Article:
52

·  
an increase in our related manufacturing expenses of $416,842 or 5,710% from $(7,300) to $409,542; such increase reflects the delay in the manufacturing program during 2004 because of delays in funding, and the manufacturing of Lovaxin C in 2005 for toxicology and clinical trials;
·  
an increase in expenses related to toxicology studies from $0 to $293,105; such increase reflects the initiation of toxicology studies by Pharm Olam in connection with our Lovaxin C product candidates, and the payment of deferred license fees to Penn;
·  
an increase in wages and salaries related to our research and development program from $0 to $166,346; such increase reflects the recruitment of our R&D management team in early 2005.
·  
an increase in subcontracted work of $141,366 or 100% from $0 to $141,366; such increase reflects the subcontract work performed by Dr. Paterson at Penn, pursuant to certain grants.

General and Administrative Expenses. General and administrative expenses increased by $644,659 or 112% from $575,133 for the year ended October 31, 2004 to $1,219,792 for the year ended October 31, 2005. This decrease is primarily attributable to the following:

·  
employee related expenses increased by $123,157, or 56.4%, from $218,482 for the twelve months ended October 31, 2004 to $341,639 for the twelve months ended October 31, 2005 arising from a bonus to Mr. Derbin, the Chief Executive Officer, in stock, an increase in the salary of Mr. Derbin, and the cost of health insurance initiated in 2005;
·  
Offering expenses increased by $117,498, or 100%, from $0 for the twelve months ended October 31, 2004 to $117,498 for the twelve months ended October 31, 2005 arising from legal and banking expenses relating to the private placement closed in November 2004;
·  
An increase in professional fees from $231,686 for the twelve-months ended October 31, 2004 to $460,691 for the twelve months ended October 31, 2005, primarily as a result of an increase in legal fees, public relations fees, consulting fees and accounting fees.

Interest Expenses. Interest expense decreased by $5,825 or 44.4% from $13,132 for the year ended October 31, 2004 to $7,307 for the year ended October 31, 2005. The decrease results primarily from a reduction on interest payable on certain notes which were converted on November 12, 2004.
 
Other Income. Other Income increased by $43,907 or 61,841% from $71 for the twelve months ended October 31, 2004 to $43,978 for the twelve months ended October 31, 2005. The increase results primarily from an increase in interest paid to the company on cash deposits held by the Company.
 
No provision for income taxes was made for the year ended October 31, 2004 or 2005 due to significant tax losses during and prior to such periods.

53

Ten Months Ended October 31, 2004 Compared to the Ten Months Ended October 31, 2003

Revenue. Our revenue increased by $112,806 or 3133.5% from $3,600 for the ten months ended October 31, 2003 to $116,406 for the ten months ended October 31, 2004 due to the increase in grant money received by the Company in these periods.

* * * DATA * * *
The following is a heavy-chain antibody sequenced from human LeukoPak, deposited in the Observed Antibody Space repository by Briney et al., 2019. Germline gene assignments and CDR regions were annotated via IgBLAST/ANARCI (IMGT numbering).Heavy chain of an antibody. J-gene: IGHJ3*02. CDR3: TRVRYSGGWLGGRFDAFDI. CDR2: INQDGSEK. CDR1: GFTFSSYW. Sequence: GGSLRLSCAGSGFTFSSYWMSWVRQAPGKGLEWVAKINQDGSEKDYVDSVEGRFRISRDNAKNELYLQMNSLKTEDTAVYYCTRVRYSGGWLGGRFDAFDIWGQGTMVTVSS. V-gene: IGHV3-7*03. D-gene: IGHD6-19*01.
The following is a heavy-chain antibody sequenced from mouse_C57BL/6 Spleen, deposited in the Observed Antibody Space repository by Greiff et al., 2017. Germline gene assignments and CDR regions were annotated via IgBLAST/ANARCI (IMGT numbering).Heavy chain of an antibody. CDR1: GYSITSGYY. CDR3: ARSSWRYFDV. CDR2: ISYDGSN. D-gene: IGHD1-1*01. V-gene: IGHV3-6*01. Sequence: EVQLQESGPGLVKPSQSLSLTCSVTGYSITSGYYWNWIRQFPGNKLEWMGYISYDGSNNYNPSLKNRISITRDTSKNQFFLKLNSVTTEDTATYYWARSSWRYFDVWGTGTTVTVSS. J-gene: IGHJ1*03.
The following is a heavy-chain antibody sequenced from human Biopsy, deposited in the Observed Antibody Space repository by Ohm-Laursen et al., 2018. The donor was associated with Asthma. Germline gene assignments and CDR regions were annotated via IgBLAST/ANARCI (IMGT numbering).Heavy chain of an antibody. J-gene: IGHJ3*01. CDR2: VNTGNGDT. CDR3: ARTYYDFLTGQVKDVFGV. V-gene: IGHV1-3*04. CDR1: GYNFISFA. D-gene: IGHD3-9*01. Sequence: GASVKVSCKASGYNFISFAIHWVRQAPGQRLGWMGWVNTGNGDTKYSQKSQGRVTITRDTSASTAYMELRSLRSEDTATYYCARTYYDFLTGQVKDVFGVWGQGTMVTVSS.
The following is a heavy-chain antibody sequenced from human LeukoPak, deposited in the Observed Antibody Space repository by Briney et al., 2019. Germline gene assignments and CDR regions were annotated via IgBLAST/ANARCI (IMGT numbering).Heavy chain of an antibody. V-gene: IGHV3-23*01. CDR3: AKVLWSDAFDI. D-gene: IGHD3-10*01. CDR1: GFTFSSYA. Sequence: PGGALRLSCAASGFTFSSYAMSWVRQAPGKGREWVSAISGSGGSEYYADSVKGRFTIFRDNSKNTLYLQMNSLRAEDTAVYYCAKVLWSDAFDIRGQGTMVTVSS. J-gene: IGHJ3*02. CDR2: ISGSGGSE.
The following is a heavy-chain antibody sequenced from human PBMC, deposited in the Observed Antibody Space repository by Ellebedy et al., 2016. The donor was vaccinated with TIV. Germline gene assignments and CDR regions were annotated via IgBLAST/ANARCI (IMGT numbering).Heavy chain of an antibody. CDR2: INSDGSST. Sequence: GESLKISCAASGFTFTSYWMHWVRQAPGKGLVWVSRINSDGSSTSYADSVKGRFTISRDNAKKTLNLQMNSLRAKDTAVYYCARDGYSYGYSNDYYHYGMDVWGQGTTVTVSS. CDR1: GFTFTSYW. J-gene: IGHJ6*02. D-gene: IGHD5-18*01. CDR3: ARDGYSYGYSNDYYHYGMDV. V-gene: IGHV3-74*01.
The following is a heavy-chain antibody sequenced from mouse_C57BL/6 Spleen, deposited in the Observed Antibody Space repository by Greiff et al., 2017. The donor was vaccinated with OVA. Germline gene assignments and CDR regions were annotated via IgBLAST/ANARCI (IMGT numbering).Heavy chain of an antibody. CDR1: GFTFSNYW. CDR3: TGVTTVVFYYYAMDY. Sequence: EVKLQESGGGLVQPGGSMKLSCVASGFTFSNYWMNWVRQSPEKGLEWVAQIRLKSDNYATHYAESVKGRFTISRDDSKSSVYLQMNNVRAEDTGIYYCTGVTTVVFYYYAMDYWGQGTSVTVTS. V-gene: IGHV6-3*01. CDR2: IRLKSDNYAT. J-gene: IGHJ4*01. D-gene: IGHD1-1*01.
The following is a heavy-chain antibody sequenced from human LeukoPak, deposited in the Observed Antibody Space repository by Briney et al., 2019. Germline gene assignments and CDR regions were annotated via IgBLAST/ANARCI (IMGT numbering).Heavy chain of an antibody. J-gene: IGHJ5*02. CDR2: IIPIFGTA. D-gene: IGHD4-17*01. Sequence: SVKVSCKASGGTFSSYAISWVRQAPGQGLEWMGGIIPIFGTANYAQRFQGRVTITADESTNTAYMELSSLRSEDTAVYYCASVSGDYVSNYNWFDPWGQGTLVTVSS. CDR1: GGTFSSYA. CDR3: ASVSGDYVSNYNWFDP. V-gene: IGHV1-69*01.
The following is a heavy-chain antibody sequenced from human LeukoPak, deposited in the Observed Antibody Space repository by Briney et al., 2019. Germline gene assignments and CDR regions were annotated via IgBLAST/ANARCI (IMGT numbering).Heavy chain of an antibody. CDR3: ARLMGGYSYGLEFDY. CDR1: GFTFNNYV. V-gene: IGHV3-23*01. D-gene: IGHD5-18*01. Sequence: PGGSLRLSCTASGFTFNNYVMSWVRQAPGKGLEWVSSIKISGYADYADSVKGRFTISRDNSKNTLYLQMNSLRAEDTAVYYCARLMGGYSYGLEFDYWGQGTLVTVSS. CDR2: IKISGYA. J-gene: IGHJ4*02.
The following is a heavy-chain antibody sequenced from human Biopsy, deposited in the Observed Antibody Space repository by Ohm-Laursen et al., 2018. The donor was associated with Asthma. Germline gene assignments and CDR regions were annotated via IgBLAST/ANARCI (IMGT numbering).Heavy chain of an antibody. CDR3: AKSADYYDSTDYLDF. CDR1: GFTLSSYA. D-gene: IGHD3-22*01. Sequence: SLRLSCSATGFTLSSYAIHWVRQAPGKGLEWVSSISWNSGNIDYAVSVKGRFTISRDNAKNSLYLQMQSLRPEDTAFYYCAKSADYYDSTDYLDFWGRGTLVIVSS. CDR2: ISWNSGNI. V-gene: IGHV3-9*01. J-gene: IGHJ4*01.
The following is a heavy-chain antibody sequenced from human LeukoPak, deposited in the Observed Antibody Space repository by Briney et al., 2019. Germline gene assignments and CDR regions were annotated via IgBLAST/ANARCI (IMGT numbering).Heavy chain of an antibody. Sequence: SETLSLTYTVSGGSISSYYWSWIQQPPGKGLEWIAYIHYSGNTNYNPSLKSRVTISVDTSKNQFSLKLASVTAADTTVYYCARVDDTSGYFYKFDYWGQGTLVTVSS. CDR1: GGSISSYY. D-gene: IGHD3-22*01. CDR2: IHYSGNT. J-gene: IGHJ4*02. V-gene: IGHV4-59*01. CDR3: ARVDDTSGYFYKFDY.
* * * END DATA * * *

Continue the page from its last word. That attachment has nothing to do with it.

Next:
Research and Development Expenses. Research and development expenses decreased by $320,382, or 71.8%, from $446,324 for the ten months ended October 31, 2003 to $125,942 for the ten months ended October 31, 2004. This decrease was principally attributable to the following:
 
·  
A decrease in our manufacturing expenses of $228,452 or 103.9% from $219,948 to $(8,504); such decrease reflects the delay in the manufacturing program during 2004 because of delays in funding;
·  
A decrease in our License Fees of $110,164 or 196.4% from $56,082 to $(54,082); such decrease reflects the reclassification of License Fees from an R&D expense to an investment;
·  
A decrease in our outside research fees from $97,306 to $38,382; such decrease reflects the completion in year 2004 of our expenses resulting from our sponsored research agreement with Penn; and
·  
Development consulting expenses increased from $72,988 to $150,147 or 105.7%. This increase reflects primarily increased success fees due to DNA Bridges in connection with two NIH grants awarded to the Company in 2004
    
General and Administrative Expenses. General and administrative expenses increased by $148,965 or 39.7% from $375,403 for the ten months ended October 31, 2003 to $524,368 for the ten months ended October 31, 2004. This decrease was principally attributable to the following:

·  
employee related expenses increased by $34,790, or 22.5%, from $154,512 for the ten months ended October 31, 2003 to $189,302 for the ten months ended October 31, 2004 arising from a bonus to Mr. Derbin, the Chief Executive Officer, in stock;
·  
professional fees increased by $14,368 from $204,145 for the ten months ended October 31, 2003 to $218,514 for the ten months ended October 31, 2004 principally due to (a) an increase in consulting fees from $95,651 to $110,332, and (b) an increase in accounting fees from $350 to $23,070;
·  
Insurance expense was increased from $1,901 for the ten months ended October 31, 2003 to $9,929 for the ten months ended October 31, 2004; and
·  
Other General and Administrative expenses increased by $66,701 from $14,844 to $81,545 principally due to an increase in amortization expenses, information technology and internet expenses, postage, telephone and travel expenses.

54

Interest Expenses.